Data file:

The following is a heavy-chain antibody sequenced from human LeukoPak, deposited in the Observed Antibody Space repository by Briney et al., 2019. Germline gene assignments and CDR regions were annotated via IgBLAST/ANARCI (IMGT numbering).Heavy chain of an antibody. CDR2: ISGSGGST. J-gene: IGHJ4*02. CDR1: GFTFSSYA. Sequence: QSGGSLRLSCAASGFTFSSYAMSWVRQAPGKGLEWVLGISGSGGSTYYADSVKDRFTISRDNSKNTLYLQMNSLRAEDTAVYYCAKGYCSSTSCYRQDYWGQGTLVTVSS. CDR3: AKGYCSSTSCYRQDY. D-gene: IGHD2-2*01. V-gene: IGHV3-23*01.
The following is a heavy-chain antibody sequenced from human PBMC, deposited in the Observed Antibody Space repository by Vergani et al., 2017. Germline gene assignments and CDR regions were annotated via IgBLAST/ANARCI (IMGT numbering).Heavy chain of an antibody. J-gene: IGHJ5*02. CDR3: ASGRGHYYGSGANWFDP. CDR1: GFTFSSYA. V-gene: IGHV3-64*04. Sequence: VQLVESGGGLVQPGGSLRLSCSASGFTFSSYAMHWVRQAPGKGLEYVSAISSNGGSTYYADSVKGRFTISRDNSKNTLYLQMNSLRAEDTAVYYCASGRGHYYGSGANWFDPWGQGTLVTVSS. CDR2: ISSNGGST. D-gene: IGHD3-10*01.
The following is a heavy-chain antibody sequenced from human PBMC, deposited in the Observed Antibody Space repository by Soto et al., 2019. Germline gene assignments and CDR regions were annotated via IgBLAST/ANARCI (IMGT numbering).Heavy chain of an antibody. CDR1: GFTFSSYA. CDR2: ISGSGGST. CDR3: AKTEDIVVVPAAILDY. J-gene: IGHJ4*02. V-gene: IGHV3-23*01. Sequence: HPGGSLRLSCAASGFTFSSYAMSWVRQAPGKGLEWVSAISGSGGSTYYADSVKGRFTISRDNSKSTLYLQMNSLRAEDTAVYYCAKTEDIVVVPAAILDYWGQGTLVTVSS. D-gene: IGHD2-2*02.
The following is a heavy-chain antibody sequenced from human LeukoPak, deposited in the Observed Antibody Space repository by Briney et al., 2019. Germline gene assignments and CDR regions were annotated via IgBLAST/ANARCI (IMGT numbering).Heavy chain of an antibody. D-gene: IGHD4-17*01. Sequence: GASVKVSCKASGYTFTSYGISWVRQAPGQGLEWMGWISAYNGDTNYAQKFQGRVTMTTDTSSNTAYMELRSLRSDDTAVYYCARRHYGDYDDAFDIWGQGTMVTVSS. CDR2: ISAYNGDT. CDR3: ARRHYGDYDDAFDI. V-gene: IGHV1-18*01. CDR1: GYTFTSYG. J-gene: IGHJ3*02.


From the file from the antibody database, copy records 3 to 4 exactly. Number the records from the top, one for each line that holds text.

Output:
The following is a heavy-chain antibody sequenced from human PBMC, deposited in the Observed Antibody Space repository by Soto et al., 2019. Germline gene assignments and CDR regions were annotated via IgBLAST/ANARCI (IMGT numbering).Heavy chain of an antibody. CDR1: GFTFSSYA. CDR2: ISGSGGST. CDR3: AKTEDIVVVPAAILDY. J-gene: IGHJ4*02. V-gene: IGHV3-23*01. Sequence: HPGGSLRLSCAASGFTFSSYAMSWVRQAPGKGLEWVSAISGSGGSTYYADSVKGRFTISRDNSKSTLYLQMNSLRAEDTAVYYCAKTEDIVVVPAAILDYWGQGTLVTVSS. D-gene: IGHD2-2*02.
The following is a heavy-chain antibody sequenced from human LeukoPak, deposited in the Observed Antibody Space repository by Briney et al., 2019. Germline gene assignments and CDR regions were annotated via IgBLAST/ANARCI (IMGT numbering).Heavy chain of an antibody. D-gene: IGHD4-17*01. Sequence: GASVKVSCKASGYTFTSYGISWVRQAPGQGLEWMGWISAYNGDTNYAQKFQGRVTMTTDTSSNTAYMELRSLRSDDTAVYYCARRHYGDYDDAFDIWGQGTMVTVSS. CDR2: ISAYNGDT. CDR3: ARRHYGDYDDAFDI. V-gene: IGHV1-18*01. CDR1: GYTFTSYG. J-gene: IGHJ3*02.